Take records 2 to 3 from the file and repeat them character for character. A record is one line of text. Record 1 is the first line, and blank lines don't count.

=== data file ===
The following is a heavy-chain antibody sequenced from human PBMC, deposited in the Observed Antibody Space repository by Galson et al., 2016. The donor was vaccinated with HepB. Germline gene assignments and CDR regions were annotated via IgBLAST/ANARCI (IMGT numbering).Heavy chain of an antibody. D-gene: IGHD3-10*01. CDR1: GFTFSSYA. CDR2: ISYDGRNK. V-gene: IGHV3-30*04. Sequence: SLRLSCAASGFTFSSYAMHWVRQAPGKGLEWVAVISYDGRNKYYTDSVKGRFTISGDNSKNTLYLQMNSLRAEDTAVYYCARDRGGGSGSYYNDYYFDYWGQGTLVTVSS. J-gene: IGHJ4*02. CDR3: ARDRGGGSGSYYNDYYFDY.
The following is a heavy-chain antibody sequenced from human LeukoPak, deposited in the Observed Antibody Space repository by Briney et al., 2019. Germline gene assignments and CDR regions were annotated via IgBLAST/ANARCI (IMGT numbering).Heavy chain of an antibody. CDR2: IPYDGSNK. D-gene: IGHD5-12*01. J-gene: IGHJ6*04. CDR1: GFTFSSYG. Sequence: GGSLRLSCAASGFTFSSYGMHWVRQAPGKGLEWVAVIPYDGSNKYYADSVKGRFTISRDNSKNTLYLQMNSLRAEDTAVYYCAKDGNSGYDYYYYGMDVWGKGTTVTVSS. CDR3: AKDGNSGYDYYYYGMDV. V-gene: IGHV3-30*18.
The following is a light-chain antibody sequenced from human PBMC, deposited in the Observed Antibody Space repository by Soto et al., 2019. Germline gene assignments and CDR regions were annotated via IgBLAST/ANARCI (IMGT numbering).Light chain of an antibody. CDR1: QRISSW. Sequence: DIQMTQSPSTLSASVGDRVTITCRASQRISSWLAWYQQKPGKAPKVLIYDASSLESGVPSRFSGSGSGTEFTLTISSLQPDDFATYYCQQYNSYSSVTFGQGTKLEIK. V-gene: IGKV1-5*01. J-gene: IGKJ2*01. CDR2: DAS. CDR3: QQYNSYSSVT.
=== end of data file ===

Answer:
The following is a heavy-chain antibody sequenced from human LeukoPak, deposited in the Observed Antibody Space repository by Briney et al., 2019. Germline gene assignments and CDR regions were annotated via IgBLAST/ANARCI (IMGT numbering).Heavy chain of an antibody. CDR2: IPYDGSNK. D-gene: IGHD5-12*01. J-gene: IGHJ6*04. CDR1: GFTFSSYG. Sequence: GGSLRLSCAASGFTFSSYGMHWVRQAPGKGLEWVAVIPYDGSNKYYADSVKGRFTISRDNSKNTLYLQMNSLRAEDTAVYYCAKDGNSGYDYYYYGMDVWGKGTTVTVSS. CDR3: AKDGNSGYDYYYYGMDV. V-gene: IGHV3-30*18.
The following is a light-chain antibody sequenced from human PBMC, deposited in the Observed Antibody Space repository by Soto et al., 2019. Germline gene assignments and CDR regions were annotated via IgBLAST/ANARCI (IMGT numbering).Light chain of an antibody. CDR1: QRISSW. Sequence: DIQMTQSPSTLSASVGDRVTITCRASQRISSWLAWYQQKPGKAPKVLIYDASSLESGVPSRFSGSGSGTEFTLTISSLQPDDFATYYCQQYNSYSSVTFGQGTKLEIK. V-gene: IGKV1-5*01. J-gene: IGKJ2*01. CDR2: DAS. CDR3: QQYNSYSSVT.